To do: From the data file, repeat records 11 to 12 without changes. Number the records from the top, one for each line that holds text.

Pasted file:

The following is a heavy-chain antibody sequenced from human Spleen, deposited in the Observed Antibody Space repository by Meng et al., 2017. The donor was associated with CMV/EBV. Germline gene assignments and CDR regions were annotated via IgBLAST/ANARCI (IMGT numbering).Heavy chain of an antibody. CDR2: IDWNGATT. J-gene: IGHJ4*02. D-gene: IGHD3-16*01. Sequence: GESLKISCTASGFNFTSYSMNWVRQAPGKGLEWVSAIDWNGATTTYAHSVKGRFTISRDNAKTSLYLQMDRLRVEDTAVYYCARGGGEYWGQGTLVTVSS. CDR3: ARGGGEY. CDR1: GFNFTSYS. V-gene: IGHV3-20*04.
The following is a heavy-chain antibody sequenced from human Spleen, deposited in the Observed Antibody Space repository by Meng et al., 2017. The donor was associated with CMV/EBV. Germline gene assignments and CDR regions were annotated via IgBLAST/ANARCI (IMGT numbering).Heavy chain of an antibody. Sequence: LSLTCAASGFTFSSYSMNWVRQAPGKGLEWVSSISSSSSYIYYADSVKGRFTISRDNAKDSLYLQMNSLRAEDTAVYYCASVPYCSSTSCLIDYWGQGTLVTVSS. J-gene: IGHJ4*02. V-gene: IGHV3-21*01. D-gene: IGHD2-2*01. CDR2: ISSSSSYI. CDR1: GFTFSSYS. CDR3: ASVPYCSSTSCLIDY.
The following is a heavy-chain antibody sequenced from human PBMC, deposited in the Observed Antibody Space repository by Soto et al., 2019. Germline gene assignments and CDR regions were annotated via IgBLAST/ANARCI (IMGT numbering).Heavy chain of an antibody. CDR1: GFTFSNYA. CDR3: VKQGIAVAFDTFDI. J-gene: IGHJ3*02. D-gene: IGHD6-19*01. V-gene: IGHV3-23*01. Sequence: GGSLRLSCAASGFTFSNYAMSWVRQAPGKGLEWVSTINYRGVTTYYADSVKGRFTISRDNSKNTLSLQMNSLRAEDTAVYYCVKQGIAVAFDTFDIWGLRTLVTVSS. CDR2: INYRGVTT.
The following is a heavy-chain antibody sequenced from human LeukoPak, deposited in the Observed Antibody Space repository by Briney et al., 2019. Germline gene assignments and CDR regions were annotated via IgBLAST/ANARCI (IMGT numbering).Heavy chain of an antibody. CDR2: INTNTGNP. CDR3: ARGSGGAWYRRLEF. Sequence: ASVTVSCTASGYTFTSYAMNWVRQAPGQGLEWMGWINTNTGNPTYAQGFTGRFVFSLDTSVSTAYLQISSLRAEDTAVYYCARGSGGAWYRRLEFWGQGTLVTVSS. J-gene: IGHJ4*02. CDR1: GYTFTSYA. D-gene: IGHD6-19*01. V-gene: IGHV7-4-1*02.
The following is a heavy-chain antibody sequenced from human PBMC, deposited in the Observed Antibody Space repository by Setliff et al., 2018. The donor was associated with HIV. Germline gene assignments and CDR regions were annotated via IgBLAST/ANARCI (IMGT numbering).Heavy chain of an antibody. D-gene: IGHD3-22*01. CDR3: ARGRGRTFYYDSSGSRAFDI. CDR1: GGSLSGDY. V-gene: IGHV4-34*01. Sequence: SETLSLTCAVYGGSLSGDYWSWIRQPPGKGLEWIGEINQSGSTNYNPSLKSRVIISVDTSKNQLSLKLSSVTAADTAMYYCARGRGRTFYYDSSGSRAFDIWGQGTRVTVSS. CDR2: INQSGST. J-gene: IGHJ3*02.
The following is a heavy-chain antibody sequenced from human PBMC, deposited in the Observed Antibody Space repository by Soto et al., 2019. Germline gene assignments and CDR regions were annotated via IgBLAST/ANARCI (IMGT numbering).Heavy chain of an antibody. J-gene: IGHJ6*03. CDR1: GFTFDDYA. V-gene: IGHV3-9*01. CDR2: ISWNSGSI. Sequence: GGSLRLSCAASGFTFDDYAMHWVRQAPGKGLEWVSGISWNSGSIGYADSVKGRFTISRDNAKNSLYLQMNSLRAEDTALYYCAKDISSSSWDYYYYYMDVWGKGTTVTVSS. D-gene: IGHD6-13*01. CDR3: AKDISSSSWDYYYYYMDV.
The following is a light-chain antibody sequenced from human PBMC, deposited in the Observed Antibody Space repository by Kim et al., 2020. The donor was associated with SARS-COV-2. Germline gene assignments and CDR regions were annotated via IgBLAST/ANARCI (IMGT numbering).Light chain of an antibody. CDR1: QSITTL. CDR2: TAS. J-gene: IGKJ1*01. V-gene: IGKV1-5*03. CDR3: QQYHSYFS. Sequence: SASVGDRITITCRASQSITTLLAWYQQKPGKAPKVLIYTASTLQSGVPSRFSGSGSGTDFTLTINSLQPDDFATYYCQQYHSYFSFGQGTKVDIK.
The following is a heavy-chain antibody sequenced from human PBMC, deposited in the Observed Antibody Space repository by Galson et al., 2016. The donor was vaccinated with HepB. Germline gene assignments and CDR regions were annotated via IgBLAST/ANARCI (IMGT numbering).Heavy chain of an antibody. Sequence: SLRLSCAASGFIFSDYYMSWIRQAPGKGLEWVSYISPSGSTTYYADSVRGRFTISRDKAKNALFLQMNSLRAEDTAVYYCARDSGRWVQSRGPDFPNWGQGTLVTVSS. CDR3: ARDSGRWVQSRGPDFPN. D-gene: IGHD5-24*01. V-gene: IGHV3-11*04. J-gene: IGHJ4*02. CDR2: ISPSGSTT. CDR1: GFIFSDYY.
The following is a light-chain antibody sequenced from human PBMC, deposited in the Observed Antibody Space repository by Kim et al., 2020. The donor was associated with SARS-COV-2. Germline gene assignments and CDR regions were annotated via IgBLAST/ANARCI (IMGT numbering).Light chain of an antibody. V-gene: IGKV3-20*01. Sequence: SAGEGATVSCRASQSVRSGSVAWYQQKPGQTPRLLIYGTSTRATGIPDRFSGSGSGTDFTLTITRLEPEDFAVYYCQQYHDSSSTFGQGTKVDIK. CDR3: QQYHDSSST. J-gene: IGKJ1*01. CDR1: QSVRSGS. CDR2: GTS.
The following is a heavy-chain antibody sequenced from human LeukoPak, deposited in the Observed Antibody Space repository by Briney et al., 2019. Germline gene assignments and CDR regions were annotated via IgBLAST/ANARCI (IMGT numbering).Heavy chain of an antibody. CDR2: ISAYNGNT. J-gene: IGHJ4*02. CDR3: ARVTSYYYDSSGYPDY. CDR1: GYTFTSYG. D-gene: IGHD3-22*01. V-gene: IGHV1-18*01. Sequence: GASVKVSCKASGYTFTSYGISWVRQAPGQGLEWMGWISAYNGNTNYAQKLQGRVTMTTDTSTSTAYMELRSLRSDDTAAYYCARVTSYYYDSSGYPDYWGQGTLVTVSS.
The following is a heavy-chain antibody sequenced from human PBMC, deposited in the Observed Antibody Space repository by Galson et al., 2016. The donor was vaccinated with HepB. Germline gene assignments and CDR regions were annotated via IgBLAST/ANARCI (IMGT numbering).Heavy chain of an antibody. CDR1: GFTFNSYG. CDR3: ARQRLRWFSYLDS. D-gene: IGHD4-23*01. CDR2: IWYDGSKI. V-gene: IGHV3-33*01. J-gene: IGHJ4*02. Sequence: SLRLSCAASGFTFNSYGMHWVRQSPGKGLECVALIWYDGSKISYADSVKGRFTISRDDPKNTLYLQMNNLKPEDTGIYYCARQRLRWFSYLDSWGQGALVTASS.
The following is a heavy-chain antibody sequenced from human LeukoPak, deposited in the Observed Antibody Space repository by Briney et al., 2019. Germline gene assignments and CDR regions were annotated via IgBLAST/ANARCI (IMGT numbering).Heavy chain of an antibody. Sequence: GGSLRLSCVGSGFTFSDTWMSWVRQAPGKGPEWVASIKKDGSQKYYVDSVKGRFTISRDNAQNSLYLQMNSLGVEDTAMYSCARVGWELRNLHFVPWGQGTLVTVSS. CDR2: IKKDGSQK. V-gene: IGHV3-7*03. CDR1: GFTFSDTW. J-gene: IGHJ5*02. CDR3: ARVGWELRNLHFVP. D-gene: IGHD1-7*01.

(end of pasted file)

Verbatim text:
The following is a heavy-chain antibody sequenced from human PBMC, deposited in the Observed Antibody Space repository by Galson et al., 2016. The donor was vaccinated with HepB. Germline gene assignments and CDR regions were annotated via IgBLAST/ANARCI (IMGT numbering).Heavy chain of an antibody. CDR1: GFTFNSYG. CDR3: ARQRLRWFSYLDS. D-gene: IGHD4-23*01. CDR2: IWYDGSKI. V-gene: IGHV3-33*01. J-gene: IGHJ4*02. Sequence: SLRLSCAASGFTFNSYGMHWVRQSPGKGLECVALIWYDGSKISYADSVKGRFTISRDDPKNTLYLQMNNLKPEDTGIYYCARQRLRWFSYLDSWGQGALVTASS.
The following is a heavy-chain antibody sequenced from human LeukoPak, deposited in the Observed Antibody Space repository by Briney et al., 2019. Germline gene assignments and CDR regions were annotated via IgBLAST/ANARCI (IMGT numbering).Heavy chain of an antibody. Sequence: GGSLRLSCVGSGFTFSDTWMSWVRQAPGKGPEWVASIKKDGSQKYYVDSVKGRFTISRDNAQNSLYLQMNSLGVEDTAMYSCARVGWELRNLHFVPWGQGTLVTVSS. CDR2: IKKDGSQK. V-gene: IGHV3-7*03. CDR1: GFTFSDTW. J-gene: IGHJ5*02. CDR3: ARVGWELRNLHFVP. D-gene: IGHD1-7*01.